On his visit to Melbourne for the World PR Forum, IABC Chair Kerby Meyers asked IABC Victoria to convene a roundtable of senior communications practitioners to contemplate the current and future development of the communications profession.
Joined by IABC Executive Director Chris Sorek and past IABC Chair Adrian Cropley, and generously hosted by our corporate members at Telstra, twelve corporate communications leaders gathered over lunch to deliberate Kerby’s four broad themes:
- Where is the communications profession at today?
- Where is the communications profession heading over the next five to ten years?
- What are some of the issues and opportunities in getting to where we want to be?
- Open brainstorm of ideas.
By Clayton Ford, Sponsorship Chair, IABC Victoria Board
Where is the communications profession at today?
There was a general consensus around the table that the communications profession has come a long way in recent times. As an indicator of progress, it was acknowledged that business communications has moved well beyond just crisis communications, to being involved with business initiatives at the planning stages, and ‘earned a seat at the table’.
However, despite progress, it was felt that in terms of accreditation, compared with other professions (e.g. accounting) communications is still lagging significantly behind. Frustrations raised included that anyone could still set up as a communications professional, regardless of skills and experience, in a way that is not possible for lawyers, accountants, doctors etc. It was also lamented that accreditation is never raised or explored in job interviews, and rarely in professional development plans. In short, professional accreditation is not mattering to the purchasers and employers of business communication talent.
Another area of discussion was the link between communications and the broader business, or as one participant put it “being able to talk business to the business”. There is a sense that communications still does not link enough to the organisation’s bottom line, and still needs to get better at demonstrating return on investment at all times, not just in a crisis. It was observed that leaders of the function are now often coming from legal or other business backgrounds because they are seen to better understand the business.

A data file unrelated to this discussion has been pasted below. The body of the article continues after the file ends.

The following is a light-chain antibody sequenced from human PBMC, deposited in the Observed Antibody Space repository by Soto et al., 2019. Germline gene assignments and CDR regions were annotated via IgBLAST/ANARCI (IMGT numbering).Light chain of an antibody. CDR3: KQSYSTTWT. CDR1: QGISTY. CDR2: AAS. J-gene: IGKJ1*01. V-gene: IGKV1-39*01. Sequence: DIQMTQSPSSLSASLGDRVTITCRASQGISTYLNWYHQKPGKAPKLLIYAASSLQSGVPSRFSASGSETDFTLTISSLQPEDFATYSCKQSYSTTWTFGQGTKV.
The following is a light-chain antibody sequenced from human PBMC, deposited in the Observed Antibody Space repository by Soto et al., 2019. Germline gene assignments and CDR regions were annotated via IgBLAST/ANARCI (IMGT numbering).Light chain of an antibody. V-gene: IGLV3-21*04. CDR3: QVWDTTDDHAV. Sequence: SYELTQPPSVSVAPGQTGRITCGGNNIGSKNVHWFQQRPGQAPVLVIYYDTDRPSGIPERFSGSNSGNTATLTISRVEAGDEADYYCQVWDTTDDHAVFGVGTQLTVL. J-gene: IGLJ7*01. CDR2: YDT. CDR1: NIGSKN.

These sentiments were reflected in the lament that MBA courses don’t include enough on communication, and communications degrees don’t include enough business basics.
A final frustration expressed by the group was the position and perception of the communications function, including some legacy issues arising from the often default reporting line into Human Resources, or being shunted around different reporting lines. However, this was seen as a challenge in front of the profession, to overcome the mindset of simply being a support function to those doing the ‘real work’, and actually deciding where and how the function should be positioned within the business. There is also an opportunity, and an obligation, for communicators to educate their colleagues in other functions, to increase understanding of and confidence in communications’ contribution.
Summing up this first theme of discussion, IABC Chair Kerby Meyers observed that the communications profession has advanced significantly, yet still needs to be better integrated into and valued by the business, and that communicators can help make this happen by getting better at understanding and talking the language of business.
In terms of where the communications profession is headed, Kerby identified three key themes:
- communicators as active stewards of the company’s reputation;
- direct to consumer dialogue is transforming business and the role of communications; and
- technology, networks, and communities are increasingly crucial tools of communicators.
The other themes of discussion will be covered in future blog posts – stay tuned, and join in the discussion via IABC Victoria's blog or Linked In pages.